Range maps

Minnesota Range Maps

The Minnesota range maps are updated bi-weekly based on a subset of records in the DNR Natural Heritage Information System's Biotics Database. This subset does not include records of historical occurrences that are known to have been destroyed or records with a locational uncertainty greater than 4,000 meters (i.e., records that don't permit precise mapping as there is high uncertainty as to where the species was actually observed on the ground).

Map Interpretation

The green map shading denotes historical and/or extant presence of a species within a Minnesota county as evidenced by a record in the Biotics Database subset. A blank county means there is no record of the species from that county in the subset. Note that shading does not reflect the actual distribution of a species within a particular county but merely presence/absence. If the species has been found anywhere in the county, the entire county will be shaded.

A completely blank range map means there are no records in the Biotics Database for that species either because

  1. a decision has been made not to track the species in the database (includes Mountain Lion and Elk); or
  2. no observations meeting the criteria for inclusion in the database are known to exist in Minnesota (includes Massasauga); or.
  3. the species has been removed from the list of endangered, threatened, or special concern species (includes Gray Wolf, Bald Eagle, cliff goldenrod, and coralberry).

Species observations must meet certain criteria to be considered valid for entry into the Biotics Database. These criteria were developed in conjunction with NatureServe, which is the umbrella organization for Natural Heritage Information Systems in all 50 states, Canada, Latin America, and the Caribbean. The consistent standards for collecting and managing data adopted by all of the NatureServe member programs allow for information sharing and analysis on regional, national, and international scales.

A Note on Birds:
Fly-over observations, casual visits by songbirds to suburban feeders, and vagrants are not considered valid sightings for inclusion in the Biotics Database. For a bird observation to merit inclusion in the database, all of the following conditions must be met:

  1. the species must be heard or seen during the breeding season (varies by species but primarily June and July);
  2. the species must be heard or seen in habitat appropriate for breeding or nesting;
  3. the species must be heard or seen by a qualified observer; AND
  4. the observation must meet any additional criteria outlined in the specifications developed by NatureServe and the Minnesota Natural Heritage Program. These additional criteria are often species-specific but may include requirements such as current and likely recurring breeding, observation of a pair of birds, etc.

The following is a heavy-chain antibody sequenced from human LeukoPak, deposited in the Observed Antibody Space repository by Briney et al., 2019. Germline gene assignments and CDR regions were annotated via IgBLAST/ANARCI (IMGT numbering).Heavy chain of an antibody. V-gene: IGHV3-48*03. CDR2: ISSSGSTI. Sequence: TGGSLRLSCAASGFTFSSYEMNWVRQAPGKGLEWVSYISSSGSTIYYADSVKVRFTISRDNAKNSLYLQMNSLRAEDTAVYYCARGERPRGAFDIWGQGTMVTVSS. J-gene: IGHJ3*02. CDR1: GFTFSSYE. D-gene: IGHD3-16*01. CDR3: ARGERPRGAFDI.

Outside of the breeding season, only Bald Eagle and Sandhill Crane observations at winter roosts and migratory roosts, respectively, are included in the database.


Contiguous U.S. and Canada Range Maps

Map Interpretation

The green map shading denotes presence of a species within a particular state or province. A blank state or province means there are no known records of the species from that jurisdiction. Note that shading does not reflect the known distribution of a species within the particular jurisdiction but merely presence/absence. If the species has been found anywhere in the state or province, the entire state or province will be shaded. A completely blank range map means no data were available to create the map.

Data sources

The distributional data depicted in the contiguous U.S. and Canada range maps are derived from the Minnesota DNR Natural Heritage Information System's Biotics Database and the following sources.


Amphibians and reptiles

For all amphibian and reptile species:

  • NatureServe. 2016. NatureServe Explorer: An online encyclopedia of life [web application]. Version 7.0. NatureServe, Arlington, Virginia. http://www.natureserve.org/explorer. Accessed 3 March 2016.

Birds

For all bird species:

  • NatureServe. 2016. NatureServe Explorer: an online encyclopedia of life [web application]. Version 7.0. NatureServe, Arlington, Virginia. http://www.natureserve.org/explorer. Accessed 3 March 2016.

Butterflies and moths

For all species of butterflies and moths, the contiguous U.S. and Canada range maps are based on personal communications with Ronald L. Huber, Minnesota DNR biologists, and the following source:

  • NatureServe. 2016. NatureServe Explorer: an online encyclopedia of life [web application]. Version 7.0. NatureServe, Arlington, Virginia. http://www.natureserve.org/explorer. Accessed 3 March 2016.

For Catocala abbreviatella (Abbreviated Underwing) and Catocala whitneyi (Whitney’s Underwing) the following supplemental sources were used: